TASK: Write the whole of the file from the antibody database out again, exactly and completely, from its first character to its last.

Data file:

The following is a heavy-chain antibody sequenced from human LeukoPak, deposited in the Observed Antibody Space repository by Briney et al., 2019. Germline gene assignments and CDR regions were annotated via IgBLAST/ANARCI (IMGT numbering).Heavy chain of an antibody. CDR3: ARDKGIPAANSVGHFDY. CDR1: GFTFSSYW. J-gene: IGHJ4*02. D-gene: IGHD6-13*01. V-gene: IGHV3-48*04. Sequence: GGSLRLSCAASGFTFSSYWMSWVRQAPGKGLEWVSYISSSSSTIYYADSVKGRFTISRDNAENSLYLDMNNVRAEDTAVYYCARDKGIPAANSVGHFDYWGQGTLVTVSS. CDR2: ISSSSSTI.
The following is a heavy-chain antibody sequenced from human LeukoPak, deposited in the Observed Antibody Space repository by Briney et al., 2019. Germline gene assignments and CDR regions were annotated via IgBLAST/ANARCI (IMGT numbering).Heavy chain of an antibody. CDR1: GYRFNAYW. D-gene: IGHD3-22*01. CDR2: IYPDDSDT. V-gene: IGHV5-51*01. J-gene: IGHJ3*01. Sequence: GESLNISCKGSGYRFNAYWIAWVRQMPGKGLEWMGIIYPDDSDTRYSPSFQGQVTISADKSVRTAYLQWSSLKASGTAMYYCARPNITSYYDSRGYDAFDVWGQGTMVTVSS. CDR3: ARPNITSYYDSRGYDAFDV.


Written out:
The following is a heavy-chain antibody sequenced from human LeukoPak, deposited in the Observed Antibody Space repository by Briney et al., 2019. Germline gene assignments and CDR regions were annotated via IgBLAST/ANARCI (IMGT numbering).Heavy chain of an antibody. CDR3: ARDKGIPAANSVGHFDY. CDR1: GFTFSSYW. J-gene: IGHJ4*02. D-gene: IGHD6-13*01. V-gene: IGHV3-48*04. Sequence: GGSLRLSCAASGFTFSSYWMSWVRQAPGKGLEWVSYISSSSSTIYYADSVKGRFTISRDNAENSLYLDMNNVRAEDTAVYYCARDKGIPAANSVGHFDYWGQGTLVTVSS. CDR2: ISSSSSTI.
The following is a heavy-chain antibody sequenced from human LeukoPak, deposited in the Observed Antibody Space repository by Briney et al., 2019. Germline gene assignments and CDR regions were annotated via IgBLAST/ANARCI (IMGT numbering).Heavy chain of an antibody. CDR1: GYRFNAYW. D-gene: IGHD3-22*01. CDR2: IYPDDSDT. V-gene: IGHV5-51*01. J-gene: IGHJ3*01. Sequence: GESLNISCKGSGYRFNAYWIAWVRQMPGKGLEWMGIIYPDDSDTRYSPSFQGQVTISADKSVRTAYLQWSSLKASGTAMYYCARPNITSYYDSRGYDAFDVWGQGTMVTVSS. CDR3: ARPNITSYYDSRGYDAFDV.